Danke and Beike, a tale of two similarly named NYSE-listed companies with vastly different business models and fortunes

By Pearl Liu
/ SCMP |
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SINGAPORE (EDGEPROP) - What's in a name? As it happens, a lot. At least for two similarly named New York-listed mainland Chinese companies with property-related businesses.
Danke, which means eggshells in the Chinese language, is one of them. The other is online property portal Beike, or shell. The two companies have the character "ke" in their Chinese names, which means hard outer covering in Chinese and is often used as a metaphor for homes in Chinese culture.
However, this is where the similarity ends. The duo have starkly different fortunes spanning the two ends of the spectrum.
Danke, an online home rental platform that is facing a liquidity crunch, cannot seem to shrug off the negative publicity hounding it. The platform, operated by Phoenix Tree Holdings, was back in the news when a 20-year-old graduate died on December 3 after falling from an 18th floor flat he had rented in Guangzhou in southern Guangdong province. Local media reports described it as a suicide.
Zhong Chunyuan, one of numerous tenants worried about being evicted by landlords who ended their contracts with Danke after the company missed payments, chose to end his life in the shoebox-sized flat after setting it on fire.
It is not clear whether the death is directly linked to Danke's cashflow problems, but the tragedy came as the company bears the brunt of authorities' and investors' ire. Shares of Phoenix Tree have fallen about 75 per cent since they were listed on the New York Stock Exchange on January 17 after a US$130 million offering.
Founded in 2015, the Beijing-based company operates a business model akin to shared-office space provider WeWork, but for residential property. Danke rents flats from individual landlords on a long-term basis, refurbishes and sub-divides them before leasing them out to tenants.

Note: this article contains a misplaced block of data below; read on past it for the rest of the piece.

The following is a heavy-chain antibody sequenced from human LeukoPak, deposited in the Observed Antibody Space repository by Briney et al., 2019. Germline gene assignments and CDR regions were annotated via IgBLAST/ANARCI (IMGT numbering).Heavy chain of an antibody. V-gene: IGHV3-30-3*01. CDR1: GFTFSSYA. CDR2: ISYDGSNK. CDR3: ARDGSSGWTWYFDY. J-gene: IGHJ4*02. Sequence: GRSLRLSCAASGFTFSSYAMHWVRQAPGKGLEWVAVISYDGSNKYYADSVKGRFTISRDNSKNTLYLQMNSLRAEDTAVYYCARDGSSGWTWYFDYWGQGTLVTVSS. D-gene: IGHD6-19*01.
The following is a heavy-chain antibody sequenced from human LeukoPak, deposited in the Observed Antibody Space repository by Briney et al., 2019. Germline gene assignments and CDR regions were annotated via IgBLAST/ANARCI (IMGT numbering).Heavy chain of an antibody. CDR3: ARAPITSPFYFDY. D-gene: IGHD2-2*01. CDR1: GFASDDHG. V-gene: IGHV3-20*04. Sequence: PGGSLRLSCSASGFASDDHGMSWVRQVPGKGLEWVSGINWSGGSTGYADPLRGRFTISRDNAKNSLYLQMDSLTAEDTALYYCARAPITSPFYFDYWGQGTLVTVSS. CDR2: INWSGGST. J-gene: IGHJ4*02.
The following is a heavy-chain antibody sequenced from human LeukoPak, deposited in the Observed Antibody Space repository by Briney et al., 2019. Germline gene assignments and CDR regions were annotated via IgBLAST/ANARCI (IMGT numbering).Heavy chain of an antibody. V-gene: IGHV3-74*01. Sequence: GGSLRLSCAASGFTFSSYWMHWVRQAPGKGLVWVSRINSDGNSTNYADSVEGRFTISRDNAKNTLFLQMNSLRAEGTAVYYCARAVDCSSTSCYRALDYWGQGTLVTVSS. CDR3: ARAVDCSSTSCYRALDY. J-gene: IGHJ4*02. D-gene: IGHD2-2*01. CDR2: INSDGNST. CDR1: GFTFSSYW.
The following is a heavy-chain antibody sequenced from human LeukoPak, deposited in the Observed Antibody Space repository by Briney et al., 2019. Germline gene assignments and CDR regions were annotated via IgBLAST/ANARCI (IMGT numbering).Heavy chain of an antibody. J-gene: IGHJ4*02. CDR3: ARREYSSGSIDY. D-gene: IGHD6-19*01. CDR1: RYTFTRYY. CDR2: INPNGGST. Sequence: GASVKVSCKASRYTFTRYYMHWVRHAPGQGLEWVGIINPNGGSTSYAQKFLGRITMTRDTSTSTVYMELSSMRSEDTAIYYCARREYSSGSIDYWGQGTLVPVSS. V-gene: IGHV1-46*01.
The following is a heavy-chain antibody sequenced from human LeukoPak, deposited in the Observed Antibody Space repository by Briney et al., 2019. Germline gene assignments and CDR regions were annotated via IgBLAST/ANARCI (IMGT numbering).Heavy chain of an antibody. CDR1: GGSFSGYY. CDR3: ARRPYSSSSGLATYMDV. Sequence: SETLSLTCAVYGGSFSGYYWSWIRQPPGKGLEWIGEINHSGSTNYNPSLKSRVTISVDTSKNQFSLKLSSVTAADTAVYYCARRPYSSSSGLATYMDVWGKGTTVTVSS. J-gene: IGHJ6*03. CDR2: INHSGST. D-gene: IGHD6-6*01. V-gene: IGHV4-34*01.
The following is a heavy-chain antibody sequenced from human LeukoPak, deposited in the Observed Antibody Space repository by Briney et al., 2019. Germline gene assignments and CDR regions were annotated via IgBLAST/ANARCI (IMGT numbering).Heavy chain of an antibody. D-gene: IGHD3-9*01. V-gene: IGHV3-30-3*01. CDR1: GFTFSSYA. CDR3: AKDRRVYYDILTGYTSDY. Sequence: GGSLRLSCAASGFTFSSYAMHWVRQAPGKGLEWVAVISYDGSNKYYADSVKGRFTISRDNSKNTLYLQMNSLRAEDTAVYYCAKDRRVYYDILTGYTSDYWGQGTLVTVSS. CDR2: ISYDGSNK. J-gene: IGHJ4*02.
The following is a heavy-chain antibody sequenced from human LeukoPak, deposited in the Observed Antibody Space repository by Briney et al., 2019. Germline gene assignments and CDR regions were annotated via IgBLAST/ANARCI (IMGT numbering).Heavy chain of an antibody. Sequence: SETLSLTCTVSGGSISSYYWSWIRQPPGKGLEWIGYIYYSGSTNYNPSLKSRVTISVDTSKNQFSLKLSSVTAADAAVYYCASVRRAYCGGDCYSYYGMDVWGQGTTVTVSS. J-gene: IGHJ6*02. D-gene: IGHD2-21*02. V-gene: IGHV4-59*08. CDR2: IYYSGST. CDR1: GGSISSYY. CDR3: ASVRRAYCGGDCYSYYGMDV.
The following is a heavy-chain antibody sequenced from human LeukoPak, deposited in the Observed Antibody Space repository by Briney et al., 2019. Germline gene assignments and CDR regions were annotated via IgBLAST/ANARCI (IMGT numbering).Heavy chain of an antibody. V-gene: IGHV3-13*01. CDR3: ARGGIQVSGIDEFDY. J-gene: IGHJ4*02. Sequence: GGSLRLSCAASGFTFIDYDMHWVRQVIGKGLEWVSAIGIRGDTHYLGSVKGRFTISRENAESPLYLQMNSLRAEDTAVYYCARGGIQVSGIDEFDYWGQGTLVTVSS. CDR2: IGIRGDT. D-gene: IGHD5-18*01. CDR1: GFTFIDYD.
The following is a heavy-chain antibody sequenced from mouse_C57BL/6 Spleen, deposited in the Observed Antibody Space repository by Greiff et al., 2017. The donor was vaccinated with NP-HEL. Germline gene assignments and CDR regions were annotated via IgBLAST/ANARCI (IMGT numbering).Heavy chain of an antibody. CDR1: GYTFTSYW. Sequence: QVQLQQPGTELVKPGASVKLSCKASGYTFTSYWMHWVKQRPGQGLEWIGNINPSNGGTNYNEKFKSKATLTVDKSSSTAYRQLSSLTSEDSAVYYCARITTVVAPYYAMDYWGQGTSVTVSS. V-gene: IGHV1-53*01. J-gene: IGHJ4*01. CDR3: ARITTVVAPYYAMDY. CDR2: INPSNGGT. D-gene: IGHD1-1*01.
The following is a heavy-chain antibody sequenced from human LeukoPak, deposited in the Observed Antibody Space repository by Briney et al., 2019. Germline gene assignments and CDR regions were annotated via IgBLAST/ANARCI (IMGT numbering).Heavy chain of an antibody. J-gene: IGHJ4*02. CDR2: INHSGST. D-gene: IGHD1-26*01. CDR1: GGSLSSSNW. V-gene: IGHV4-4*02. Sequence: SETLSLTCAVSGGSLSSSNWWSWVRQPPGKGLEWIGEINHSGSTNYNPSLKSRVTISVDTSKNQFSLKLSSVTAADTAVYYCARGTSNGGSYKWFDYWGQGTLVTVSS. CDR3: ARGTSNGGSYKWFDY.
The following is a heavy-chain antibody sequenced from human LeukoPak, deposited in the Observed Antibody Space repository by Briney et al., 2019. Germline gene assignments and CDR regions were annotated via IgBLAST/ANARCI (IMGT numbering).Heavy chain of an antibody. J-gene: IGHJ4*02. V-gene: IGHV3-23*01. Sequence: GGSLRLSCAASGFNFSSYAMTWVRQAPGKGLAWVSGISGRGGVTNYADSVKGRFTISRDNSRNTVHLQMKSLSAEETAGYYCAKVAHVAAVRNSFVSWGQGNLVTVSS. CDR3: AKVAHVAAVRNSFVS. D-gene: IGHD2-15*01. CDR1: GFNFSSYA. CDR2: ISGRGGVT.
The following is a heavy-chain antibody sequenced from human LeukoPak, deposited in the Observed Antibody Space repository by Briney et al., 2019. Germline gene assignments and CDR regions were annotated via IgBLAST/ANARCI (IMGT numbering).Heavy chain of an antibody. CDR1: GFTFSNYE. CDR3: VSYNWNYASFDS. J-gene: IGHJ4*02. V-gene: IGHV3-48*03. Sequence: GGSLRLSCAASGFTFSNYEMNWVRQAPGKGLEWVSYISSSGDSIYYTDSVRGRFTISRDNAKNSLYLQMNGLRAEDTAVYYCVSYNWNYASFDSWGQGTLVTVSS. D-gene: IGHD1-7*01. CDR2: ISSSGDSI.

It dubbed itself as one of the country's largest co-living platforms in its IPO prospectus, mainly serving young professionals who cannot afford to buy expensive homes or pay large deposits because of a lack of savings.
Danke's operating model relied on taking a year's rent upfront from customers while paying landlords on a monthly or quarterly basis. The company even arranged loans for its tenants through its partner banks like Tencent-backed WeBank, who then repay the borrowings on a monthly basis.
The company used the excess cash to fund its expansion, growing its portfolio from 2,434 units in 2015 to 415,000 flats as of March this year. Landlords, who have not been paid since the company's cashflow problems became apparent, have evicted hundreds of tenants who are still repaying loans.
Danke reported a net loss of 1.2 billion yuan (US$183.3 million) during the first quarter of this year, widening 51 per cent from a year earlier, according to its latest quarterly report. Its net loss for the whole of 2019 stood at 3.4 billion yuan.
Meanwhile, Beike is the mainland's biggest online real estate transaction platform, earning revenues primarily from commission fees.
The platform is operated by KE Holdings whose stock has more than tripled to US$62.19 as of December 8 since its US$2.12 billion initial public offering and listing on August 13.
Zuo Hui, its controlling shareholder, formed the company in 2018. He earlier founded Beijing Homelink Real Estate in 2001, that has grown to become one of the country's largest offline property brokerages. Zuo then consolidated the company as Beijing Lianjia with other agencies including Century 21 China Real Estate and Zhonghuan Real Estate, into Beike.
Beike has facilitated over 2.2 million transactions on the platform in 2019, according to its IPO prospectus, and on average it collected average commissions of 2 to 2.5 per cent on existing home sales and 2.5 to 3 per cent on new home sales.
The company's adjusted net profit more than tripled to 1.86 billion yuan in the third quarter ended September, according to its first post-listing quarterly report card.
This article originally appeared in the South China Morning Post (SCMP), the most authoritative voice reporting on China and Asia for more than a century. For more SCMP stories, please explore the SCMP app or visit the SCMP's Facebook and Twitter pages. Copyright © 2020 South China Morning Post Publishers Ltd. All rights reserved.

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